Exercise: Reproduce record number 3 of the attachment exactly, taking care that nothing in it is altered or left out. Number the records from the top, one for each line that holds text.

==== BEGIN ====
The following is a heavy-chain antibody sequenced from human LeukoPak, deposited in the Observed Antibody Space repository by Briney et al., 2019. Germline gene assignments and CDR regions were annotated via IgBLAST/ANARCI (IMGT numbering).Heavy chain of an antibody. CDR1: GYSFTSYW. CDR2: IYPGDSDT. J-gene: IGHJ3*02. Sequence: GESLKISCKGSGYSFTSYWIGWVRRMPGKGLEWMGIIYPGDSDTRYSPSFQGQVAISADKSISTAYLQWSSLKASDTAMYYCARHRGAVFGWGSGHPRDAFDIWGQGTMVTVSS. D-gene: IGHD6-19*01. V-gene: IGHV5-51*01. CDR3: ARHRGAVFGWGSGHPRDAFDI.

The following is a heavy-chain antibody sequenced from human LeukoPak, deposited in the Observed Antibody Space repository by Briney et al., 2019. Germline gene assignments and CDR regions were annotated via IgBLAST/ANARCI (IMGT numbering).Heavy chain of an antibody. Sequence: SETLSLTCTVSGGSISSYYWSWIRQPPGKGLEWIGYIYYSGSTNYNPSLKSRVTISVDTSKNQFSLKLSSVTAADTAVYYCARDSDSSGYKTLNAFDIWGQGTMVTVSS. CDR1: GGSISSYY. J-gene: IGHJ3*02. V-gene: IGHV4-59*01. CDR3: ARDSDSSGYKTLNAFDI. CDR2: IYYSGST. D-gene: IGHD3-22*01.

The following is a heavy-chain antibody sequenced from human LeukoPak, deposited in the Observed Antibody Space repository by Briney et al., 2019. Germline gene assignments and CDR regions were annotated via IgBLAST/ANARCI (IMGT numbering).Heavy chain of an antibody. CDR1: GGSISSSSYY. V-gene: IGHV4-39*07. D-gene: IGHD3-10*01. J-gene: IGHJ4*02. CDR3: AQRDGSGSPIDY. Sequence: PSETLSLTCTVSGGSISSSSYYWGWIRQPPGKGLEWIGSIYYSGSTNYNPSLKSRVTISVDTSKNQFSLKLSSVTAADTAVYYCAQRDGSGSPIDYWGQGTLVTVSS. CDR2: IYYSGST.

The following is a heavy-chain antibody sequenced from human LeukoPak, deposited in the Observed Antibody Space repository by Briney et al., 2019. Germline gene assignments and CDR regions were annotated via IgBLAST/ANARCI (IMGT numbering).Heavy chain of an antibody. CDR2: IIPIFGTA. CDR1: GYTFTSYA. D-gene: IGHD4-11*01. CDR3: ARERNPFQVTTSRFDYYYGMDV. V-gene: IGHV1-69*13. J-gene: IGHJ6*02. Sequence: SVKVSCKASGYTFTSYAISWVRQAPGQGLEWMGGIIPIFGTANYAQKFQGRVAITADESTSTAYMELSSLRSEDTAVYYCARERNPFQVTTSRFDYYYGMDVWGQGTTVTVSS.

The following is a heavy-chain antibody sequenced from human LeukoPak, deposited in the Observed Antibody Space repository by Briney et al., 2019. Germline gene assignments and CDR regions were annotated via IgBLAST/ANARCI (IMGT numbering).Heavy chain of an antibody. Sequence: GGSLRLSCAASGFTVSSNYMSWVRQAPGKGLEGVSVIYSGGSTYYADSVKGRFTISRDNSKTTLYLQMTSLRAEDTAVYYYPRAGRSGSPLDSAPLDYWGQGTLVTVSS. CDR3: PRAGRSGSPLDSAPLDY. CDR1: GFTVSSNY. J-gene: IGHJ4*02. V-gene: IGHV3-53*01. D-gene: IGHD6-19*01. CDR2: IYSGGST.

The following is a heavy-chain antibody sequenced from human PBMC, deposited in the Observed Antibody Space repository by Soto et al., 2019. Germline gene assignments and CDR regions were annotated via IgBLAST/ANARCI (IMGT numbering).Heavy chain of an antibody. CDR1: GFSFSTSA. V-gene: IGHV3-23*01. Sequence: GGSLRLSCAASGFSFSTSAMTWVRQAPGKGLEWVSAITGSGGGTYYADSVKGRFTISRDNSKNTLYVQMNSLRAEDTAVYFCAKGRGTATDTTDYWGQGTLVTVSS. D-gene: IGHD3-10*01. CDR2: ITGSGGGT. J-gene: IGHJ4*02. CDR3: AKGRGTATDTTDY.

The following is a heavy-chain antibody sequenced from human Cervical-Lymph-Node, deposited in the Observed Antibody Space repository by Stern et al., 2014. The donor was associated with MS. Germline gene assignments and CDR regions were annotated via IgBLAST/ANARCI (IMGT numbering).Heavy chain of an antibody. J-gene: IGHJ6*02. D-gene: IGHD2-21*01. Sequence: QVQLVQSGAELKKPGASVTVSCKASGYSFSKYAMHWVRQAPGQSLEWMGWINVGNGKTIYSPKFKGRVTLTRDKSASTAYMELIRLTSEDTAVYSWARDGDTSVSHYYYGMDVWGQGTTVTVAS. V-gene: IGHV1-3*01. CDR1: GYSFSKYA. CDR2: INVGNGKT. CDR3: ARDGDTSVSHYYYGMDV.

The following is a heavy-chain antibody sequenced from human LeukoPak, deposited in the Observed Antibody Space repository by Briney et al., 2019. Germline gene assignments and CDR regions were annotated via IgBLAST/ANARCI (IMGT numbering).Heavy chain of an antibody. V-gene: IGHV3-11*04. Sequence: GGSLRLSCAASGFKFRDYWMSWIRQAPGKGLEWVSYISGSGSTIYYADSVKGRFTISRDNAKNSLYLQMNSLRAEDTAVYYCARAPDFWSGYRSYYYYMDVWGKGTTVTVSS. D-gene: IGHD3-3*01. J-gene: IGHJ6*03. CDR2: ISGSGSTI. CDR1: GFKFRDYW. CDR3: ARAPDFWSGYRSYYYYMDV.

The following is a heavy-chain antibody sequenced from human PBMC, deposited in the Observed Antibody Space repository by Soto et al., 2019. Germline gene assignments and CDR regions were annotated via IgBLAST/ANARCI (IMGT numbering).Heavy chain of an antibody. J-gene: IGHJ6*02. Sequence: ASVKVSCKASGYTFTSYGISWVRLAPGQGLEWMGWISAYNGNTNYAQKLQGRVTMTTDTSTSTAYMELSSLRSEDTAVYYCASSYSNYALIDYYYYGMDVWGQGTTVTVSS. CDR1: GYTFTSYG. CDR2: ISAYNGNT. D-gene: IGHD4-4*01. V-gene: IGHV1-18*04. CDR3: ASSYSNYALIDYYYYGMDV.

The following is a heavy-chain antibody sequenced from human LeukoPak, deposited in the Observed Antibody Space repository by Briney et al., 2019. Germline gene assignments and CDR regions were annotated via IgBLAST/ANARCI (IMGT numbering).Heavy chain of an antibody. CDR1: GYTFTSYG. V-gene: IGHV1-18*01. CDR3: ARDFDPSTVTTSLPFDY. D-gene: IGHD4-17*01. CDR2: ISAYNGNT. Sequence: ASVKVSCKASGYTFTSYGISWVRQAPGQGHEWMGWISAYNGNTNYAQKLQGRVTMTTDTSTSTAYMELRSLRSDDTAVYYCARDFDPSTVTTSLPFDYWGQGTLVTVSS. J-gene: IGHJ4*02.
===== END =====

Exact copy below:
The following is a heavy-chain antibody sequenced from human LeukoPak, deposited in the Observed Antibody Space repository by Briney et al., 2019. Germline gene assignments and CDR regions were annotated via IgBLAST/ANARCI (IMGT numbering).Heavy chain of an antibody. CDR1: GGSISSSSYY. V-gene: IGHV4-39*07. D-gene: IGHD3-10*01. J-gene: IGHJ4*02. CDR3: AQRDGSGSPIDY. Sequence: PSETLSLTCTVSGGSISSSSYYWGWIRQPPGKGLEWIGSIYYSGSTNYNPSLKSRVTISVDTSKNQFSLKLSSVTAADTAVYYCAQRDGSGSPIDYWGQGTLVTVSS. CDR2: IYYSGST.